Fenland councillor says he’ll move or pay privately rather than send son to ‘failing’ state school

A COUNTY councillor claimed today he would move home or pay for private education rather than send his son to his local state school.

Councillor Steve Tierney,43, who represents the Wisbech area ward of Roman Bank and Peckover on Cambridgeshire County Council, said: “I live in the catchment area for Thomas Clarkson Community College. My son is five. I intend to move before he reaches high school age- or pay for a place at Wisbech Grammar School.

“Make of that what you will”.

Cllr Tierney, whose own regular on line blog has won several awards, posted the comments to a commercially run community based website.

The outspoken councillor claimed the present system of education had developed a “one size fits all” comprehensive approach.

“This is great if you luck into a good one and tragic if you get stuck in a sink school,” he said. In Wisbech the alternative is the grammar school (fees up to �10,250 a year) “which you can only go to if you’re wealthy. This is not great choice. What delivers great choice are a free market and the availability of funding.”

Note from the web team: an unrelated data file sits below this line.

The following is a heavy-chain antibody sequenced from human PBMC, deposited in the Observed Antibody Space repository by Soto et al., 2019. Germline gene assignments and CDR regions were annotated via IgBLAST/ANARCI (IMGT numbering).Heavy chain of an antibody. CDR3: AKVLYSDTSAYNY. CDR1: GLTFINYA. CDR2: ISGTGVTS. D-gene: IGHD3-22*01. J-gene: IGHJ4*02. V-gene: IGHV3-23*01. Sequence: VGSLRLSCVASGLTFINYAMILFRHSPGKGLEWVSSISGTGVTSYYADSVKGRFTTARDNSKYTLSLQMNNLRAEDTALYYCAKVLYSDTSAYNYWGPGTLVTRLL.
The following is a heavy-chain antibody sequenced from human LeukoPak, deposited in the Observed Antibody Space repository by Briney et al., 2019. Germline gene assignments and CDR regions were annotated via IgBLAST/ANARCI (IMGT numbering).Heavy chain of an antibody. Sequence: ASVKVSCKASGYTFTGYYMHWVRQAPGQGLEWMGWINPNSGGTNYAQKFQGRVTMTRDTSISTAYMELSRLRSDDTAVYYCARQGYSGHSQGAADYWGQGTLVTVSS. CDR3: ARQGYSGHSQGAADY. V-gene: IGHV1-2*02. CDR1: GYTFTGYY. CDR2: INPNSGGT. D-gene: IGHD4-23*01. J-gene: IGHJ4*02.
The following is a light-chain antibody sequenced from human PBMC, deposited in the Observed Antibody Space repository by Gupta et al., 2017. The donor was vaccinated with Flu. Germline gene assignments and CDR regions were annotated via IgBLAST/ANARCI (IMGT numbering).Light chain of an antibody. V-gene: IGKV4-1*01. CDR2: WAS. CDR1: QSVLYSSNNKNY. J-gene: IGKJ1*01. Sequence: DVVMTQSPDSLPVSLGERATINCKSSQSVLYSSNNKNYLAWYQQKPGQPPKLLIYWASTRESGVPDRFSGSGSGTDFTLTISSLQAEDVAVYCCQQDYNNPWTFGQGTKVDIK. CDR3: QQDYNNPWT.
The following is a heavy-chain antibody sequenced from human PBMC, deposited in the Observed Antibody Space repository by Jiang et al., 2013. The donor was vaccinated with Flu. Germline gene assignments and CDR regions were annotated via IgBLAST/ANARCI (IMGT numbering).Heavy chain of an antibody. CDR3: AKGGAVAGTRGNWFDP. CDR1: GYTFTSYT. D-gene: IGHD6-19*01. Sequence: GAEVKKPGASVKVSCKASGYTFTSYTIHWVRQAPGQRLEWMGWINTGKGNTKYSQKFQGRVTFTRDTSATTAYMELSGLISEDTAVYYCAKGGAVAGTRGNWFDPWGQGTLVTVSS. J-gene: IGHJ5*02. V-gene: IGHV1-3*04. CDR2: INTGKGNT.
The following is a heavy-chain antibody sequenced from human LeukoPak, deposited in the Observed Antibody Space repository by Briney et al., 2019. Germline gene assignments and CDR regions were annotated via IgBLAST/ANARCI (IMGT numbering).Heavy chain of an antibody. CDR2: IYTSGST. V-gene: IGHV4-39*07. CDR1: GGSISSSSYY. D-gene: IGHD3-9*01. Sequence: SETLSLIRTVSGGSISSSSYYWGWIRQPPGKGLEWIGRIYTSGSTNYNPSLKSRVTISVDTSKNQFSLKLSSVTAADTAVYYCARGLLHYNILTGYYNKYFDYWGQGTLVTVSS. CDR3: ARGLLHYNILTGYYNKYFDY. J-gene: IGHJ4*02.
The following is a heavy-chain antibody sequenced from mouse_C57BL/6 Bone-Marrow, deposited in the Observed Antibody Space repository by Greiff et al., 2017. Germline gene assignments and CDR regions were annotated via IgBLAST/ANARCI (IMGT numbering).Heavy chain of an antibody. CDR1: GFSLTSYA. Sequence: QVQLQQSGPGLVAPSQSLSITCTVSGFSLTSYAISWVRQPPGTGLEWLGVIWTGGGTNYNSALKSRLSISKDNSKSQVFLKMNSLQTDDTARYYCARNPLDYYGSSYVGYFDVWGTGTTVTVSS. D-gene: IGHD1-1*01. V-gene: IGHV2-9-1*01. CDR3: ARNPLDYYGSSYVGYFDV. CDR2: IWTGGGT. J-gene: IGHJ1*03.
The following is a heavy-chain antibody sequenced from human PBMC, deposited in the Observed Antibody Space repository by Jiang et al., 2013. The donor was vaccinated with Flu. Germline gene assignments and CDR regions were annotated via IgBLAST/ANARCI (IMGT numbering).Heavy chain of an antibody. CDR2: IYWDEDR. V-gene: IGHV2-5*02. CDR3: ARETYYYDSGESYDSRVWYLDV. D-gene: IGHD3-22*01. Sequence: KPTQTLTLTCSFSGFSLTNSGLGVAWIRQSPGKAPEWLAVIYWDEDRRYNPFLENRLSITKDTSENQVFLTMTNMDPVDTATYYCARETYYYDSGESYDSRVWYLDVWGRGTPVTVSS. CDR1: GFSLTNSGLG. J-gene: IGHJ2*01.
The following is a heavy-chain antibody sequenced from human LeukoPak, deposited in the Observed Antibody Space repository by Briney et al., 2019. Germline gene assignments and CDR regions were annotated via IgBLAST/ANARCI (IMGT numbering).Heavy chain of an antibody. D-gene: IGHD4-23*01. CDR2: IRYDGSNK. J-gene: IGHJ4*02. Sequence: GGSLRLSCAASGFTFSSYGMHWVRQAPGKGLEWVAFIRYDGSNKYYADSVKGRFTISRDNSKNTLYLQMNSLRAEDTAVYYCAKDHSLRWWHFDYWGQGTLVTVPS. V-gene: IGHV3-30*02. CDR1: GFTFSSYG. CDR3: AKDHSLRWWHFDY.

What’s needed says Cllr Tierney is allowing different schools to set up and provide support for poorer communities with larger grants for their children to help deliver “genuine choice and better outcomes.”

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Cllr Tierney added: “Sticking our heads in the sand and refusing to be honest when a school is systematically and repeatedly failing helps nobody. The second thing is to stop pretending everybody is the same and must follow the same regimented paths of education.

“We aren’t and we shouldn’t. All this thinking does is alienate and isolate young people with talents that don’t ‘fit the model’ as prescribed by academics in their ivory towers.

“Those alienated youths then end up outside the system and fall into the hands of darker influences.”

Cllr Tierney has been part of a local project group trying to open a new school in Wisbech which he says will follow the “exciting and radical” proposals outlined by Education Minister Michael Gove,

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